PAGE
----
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Why you might want to read this: it can help you notice how much we are biased by our cultures and help you understand how (not) to communicate with other cultures. Also, it can spare you from frustration with future international hires. Personally, I have discovered that many things I thought were my personality traits actually fall under cultural differences.

Disclaimer 1: text below is subjected to strong confirmation bias. A grain of salt is recommended.

Disclaimer 2: these are personal observations. Extrapolate with caution.

Disclaimer 3: my writing style is casual. I don't have a background in social science, so forgive me for loose terms or misinterpretations (please correct them in the comments)


I discovered this beautiful Hofstede's study on the six dimensions of culture mapped country by country. I stumbled upon it while looking for social science wisdom on longtermism, but this aspect is not what I want to write about.

 Instead, I will write about the following: 
1) my personal experience of receiving work-related feedback from people from different cultures (I was raised in Ukraine and worked in the international Western European orgs)

2) my observations about EA and the “Western mindset” and how, surprisingly, EA might be the bridge between the East and the West.

Personal feedback. 

I would  go over each of Hofstede's six dimensions and share how much the feedback givers and I fall under the cultural stereotypes:

  1. Power distance (how much you respect the authority). Ukraine scores high, but I personally see myself way out of distribution and much closer to the average Western European. I received feedback that my bosses would prefer me to take more ownership. For me, my attitude was about keeping the respective distance and wanting to respect the bosses' opinions.
  2. Individualism. Ukraine scores low (high on collectivism) compared to the West. I receive feedback that I care a lot about other people and the project.
  3. Assertiveness of decision-making (masculinity in the original terminology). My higher-scoring feedbackers wished I was more assertive. Coherent with the cultural differences. 
  4. Uncertainty avoidance. This is a big one. I think even among Ukrainians, I score high, but the difference between the East and the West is apparent here. Received corresponding feedback.
  5. Long-term orientation. Ukraine is only slightly higher than Europe but much higher than the US. More on this in the next part. No feedback on this one.
  6. Indulgence (vs. restraint). Ukraine, and the East in general, is much below the West on this one. Easterners are genuinely restrained. I also received corresponding feedback.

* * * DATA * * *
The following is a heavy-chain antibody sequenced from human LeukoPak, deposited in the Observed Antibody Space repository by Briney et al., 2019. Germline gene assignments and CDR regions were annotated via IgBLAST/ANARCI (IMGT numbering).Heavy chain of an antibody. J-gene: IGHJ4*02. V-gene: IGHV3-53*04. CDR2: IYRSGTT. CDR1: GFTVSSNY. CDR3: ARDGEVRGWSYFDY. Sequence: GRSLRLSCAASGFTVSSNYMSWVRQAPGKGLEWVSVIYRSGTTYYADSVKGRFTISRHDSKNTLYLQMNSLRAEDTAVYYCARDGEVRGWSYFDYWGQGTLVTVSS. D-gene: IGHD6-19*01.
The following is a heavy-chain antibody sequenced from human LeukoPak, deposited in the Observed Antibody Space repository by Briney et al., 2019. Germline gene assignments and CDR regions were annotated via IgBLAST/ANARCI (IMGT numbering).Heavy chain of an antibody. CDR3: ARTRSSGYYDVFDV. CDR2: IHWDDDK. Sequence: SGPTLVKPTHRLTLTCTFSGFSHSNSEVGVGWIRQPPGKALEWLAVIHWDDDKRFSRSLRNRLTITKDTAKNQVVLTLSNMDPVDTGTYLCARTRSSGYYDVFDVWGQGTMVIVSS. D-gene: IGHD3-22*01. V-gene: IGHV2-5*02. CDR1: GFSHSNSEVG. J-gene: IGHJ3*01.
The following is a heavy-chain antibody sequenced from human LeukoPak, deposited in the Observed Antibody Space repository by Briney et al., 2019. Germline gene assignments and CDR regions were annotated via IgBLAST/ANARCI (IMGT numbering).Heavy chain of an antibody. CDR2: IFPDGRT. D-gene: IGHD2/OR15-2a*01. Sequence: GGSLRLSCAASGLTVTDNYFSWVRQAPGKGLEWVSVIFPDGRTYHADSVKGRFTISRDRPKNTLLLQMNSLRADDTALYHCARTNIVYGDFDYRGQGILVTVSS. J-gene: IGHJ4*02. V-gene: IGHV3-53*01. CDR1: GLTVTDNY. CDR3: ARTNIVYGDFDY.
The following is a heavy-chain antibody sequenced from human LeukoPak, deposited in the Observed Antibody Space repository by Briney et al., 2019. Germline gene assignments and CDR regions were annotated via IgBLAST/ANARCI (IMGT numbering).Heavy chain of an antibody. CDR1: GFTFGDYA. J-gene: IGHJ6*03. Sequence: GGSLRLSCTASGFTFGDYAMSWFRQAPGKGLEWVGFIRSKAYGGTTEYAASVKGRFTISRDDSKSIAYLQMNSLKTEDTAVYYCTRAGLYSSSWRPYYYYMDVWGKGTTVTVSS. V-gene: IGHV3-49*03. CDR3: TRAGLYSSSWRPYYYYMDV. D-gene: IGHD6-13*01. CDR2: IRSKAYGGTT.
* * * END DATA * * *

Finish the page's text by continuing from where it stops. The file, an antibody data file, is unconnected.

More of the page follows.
Summary: Most of the feedback came back to cultural differences. It’s a great question what to do with this observation? Personally, I find this to be a surprising and valuable update. I hope that people in similar multicultural environments can revisit their situations. 

EA through Hofstede's lens. 

I want to comment on three things that matter for EA and why it makes me think that EA is a “radical” idea for the West but much less “radical” for the East. 

  1. Long-term orientation. The US scores very low on long-term orientation, while China and Russia would score high. In my experience, eastern strategic thinking has a flavor of “thinking about one’s place in history.” The U.S., in Easterners' eyes, is perceived as a short-sighted overpowered player. If one were to sell longtermism to the Easterners - they would say that this product is not so original.
  2. Indulgence. Among explanations of what is meant by this dimension, one finds it to be a metric of how important morality is (high morality = low indulgence). Morality is more important for the East than for the West. “Doing good” might sound like a new idea for a Western commoner, but the East is strongly inclined towards traditional values. Following them means doing good.
  3. Individualism. Thinking about others is much more usual in Eastern societies than in the West. In fact, individualism is frowned upon. Hence all lives matter - can be a much less novel slogan in the East than in the West.

Summary: Somehow, I came to the discomforting mental derivation that EA is a discovery of Eastern values by Westerners. Although the amount of asterisks one can put around this statement is unnameable, I believe it is an important perspective to have. Firstly, to understand how to build a dialog with the East, and secondly, to learn to perceive the East as an example of someone who incorporates the long-term moralist values and what can be the side-effects of this worldview. 

On the positive side, EAs are well-placed to talk to Easterners and should probably do it more. That is to say, there is much more in common than you could have thought, and EA adoption can be much easier in the East. Proceed with caution.





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I'm not sure I agree with the conclusion but I like the overall analysis, I think it is very useful.

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